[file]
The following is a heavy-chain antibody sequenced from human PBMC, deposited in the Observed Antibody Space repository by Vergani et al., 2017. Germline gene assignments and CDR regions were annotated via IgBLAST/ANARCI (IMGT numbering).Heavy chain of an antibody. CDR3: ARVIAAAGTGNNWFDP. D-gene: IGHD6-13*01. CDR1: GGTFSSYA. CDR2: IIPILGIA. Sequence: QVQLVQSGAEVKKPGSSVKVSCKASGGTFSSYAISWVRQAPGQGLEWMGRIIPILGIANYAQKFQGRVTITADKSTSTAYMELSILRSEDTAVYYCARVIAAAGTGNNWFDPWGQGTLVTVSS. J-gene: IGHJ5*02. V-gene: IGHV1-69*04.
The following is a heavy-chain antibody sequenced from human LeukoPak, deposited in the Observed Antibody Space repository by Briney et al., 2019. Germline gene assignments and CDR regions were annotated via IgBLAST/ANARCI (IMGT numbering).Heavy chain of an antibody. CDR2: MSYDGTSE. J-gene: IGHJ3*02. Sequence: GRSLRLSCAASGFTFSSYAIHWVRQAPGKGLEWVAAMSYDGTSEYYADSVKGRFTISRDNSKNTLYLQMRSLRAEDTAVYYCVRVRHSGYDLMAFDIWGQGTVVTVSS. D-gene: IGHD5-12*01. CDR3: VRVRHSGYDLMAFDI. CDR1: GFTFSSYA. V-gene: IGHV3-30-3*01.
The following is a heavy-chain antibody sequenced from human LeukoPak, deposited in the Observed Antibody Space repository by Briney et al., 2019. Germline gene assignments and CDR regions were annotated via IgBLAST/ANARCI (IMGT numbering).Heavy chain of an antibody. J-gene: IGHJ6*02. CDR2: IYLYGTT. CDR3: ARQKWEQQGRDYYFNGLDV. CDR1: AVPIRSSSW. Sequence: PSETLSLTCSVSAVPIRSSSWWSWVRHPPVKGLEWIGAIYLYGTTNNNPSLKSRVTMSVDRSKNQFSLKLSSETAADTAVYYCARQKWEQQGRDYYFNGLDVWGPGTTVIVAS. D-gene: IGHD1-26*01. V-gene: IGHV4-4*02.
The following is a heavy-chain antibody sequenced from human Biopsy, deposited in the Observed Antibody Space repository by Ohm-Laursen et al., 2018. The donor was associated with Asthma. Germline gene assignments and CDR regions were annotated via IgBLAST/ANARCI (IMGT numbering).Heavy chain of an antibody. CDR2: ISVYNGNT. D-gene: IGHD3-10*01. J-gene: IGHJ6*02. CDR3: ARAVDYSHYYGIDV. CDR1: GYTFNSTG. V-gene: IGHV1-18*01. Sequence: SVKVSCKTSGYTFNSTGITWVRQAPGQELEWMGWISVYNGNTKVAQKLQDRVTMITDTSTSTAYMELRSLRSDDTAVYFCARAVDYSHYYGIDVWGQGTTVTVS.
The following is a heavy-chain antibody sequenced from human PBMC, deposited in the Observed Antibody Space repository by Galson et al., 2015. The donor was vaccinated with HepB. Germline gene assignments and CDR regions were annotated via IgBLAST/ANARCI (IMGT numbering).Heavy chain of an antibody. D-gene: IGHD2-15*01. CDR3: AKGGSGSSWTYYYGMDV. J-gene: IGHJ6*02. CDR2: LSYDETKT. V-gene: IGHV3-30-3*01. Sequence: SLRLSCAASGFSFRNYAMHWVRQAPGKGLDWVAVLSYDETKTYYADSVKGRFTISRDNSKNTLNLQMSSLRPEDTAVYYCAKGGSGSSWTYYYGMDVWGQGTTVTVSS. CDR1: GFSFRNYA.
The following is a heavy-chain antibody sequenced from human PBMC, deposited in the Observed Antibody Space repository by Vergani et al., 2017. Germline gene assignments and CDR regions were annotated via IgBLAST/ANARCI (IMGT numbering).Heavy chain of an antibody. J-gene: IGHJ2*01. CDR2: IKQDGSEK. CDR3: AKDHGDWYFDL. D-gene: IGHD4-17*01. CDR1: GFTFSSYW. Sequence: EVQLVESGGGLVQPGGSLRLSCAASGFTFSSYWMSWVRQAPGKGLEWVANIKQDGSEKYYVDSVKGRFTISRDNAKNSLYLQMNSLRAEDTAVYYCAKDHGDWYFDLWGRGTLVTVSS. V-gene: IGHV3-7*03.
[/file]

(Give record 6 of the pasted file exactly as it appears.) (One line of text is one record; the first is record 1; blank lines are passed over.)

The following is a heavy-chain antibody sequenced from human PBMC, deposited in the Observed Antibody Space repository by Vergani et al., 2017. Germline gene assignments and CDR regions were annotated via IgBLAST/ANARCI (IMGT numbering).Heavy chain of an antibody. J-gene: IGHJ2*01. CDR2: IKQDGSEK. CDR3: AKDHGDWYFDL. D-gene: IGHD4-17*01. CDR1: GFTFSSYW. Sequence: EVQLVESGGGLVQPGGSLRLSCAASGFTFSSYWMSWVRQAPGKGLEWVANIKQDGSEKYYVDSVKGRFTISRDNAKNSLYLQMNSLRAEDTAVYYCAKDHGDWYFDLWGRGTLVTVSS. V-gene: IGHV3-7*03.